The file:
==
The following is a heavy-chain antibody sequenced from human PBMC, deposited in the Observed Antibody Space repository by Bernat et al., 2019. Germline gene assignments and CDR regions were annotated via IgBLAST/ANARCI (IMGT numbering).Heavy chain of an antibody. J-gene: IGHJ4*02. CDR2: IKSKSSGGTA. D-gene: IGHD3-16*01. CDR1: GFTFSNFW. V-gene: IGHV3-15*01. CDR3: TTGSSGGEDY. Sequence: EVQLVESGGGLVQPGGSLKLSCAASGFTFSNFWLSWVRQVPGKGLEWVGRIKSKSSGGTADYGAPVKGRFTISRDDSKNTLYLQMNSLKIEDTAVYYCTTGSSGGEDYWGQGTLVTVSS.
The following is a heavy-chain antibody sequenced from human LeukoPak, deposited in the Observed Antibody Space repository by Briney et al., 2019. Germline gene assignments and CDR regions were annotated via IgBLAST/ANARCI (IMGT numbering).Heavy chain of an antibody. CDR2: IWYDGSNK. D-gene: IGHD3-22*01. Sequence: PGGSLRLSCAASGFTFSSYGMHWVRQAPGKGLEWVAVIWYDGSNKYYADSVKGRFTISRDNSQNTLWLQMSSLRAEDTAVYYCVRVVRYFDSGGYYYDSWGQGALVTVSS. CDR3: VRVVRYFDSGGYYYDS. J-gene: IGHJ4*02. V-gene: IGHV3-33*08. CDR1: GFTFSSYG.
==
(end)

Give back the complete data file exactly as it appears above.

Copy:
The following is a heavy-chain antibody sequenced from human PBMC, deposited in the Observed Antibody Space repository by Bernat et al., 2019. Germline gene assignments and CDR regions were annotated via IgBLAST/ANARCI (IMGT numbering).Heavy chain of an antibody. J-gene: IGHJ4*02. CDR2: IKSKSSGGTA. D-gene: IGHD3-16*01. CDR1: GFTFSNFW. V-gene: IGHV3-15*01. CDR3: TTGSSGGEDY. Sequence: EVQLVESGGGLVQPGGSLKLSCAASGFTFSNFWLSWVRQVPGKGLEWVGRIKSKSSGGTADYGAPVKGRFTISRDDSKNTLYLQMNSLKIEDTAVYYCTTGSSGGEDYWGQGTLVTVSS.
The following is a heavy-chain antibody sequenced from human LeukoPak, deposited in the Observed Antibody Space repository by Briney et al., 2019. Germline gene assignments and CDR regions were annotated via IgBLAST/ANARCI (IMGT numbering).Heavy chain of an antibody. CDR2: IWYDGSNK. D-gene: IGHD3-22*01. Sequence: PGGSLRLSCAASGFTFSSYGMHWVRQAPGKGLEWVAVIWYDGSNKYYADSVKGRFTISRDNSQNTLWLQMSSLRAEDTAVYYCVRVVRYFDSGGYYYDSWGQGALVTVSS. CDR3: VRVVRYFDSGGYYYDS. J-gene: IGHJ4*02. V-gene: IGHV3-33*08. CDR1: GFTFSSYG.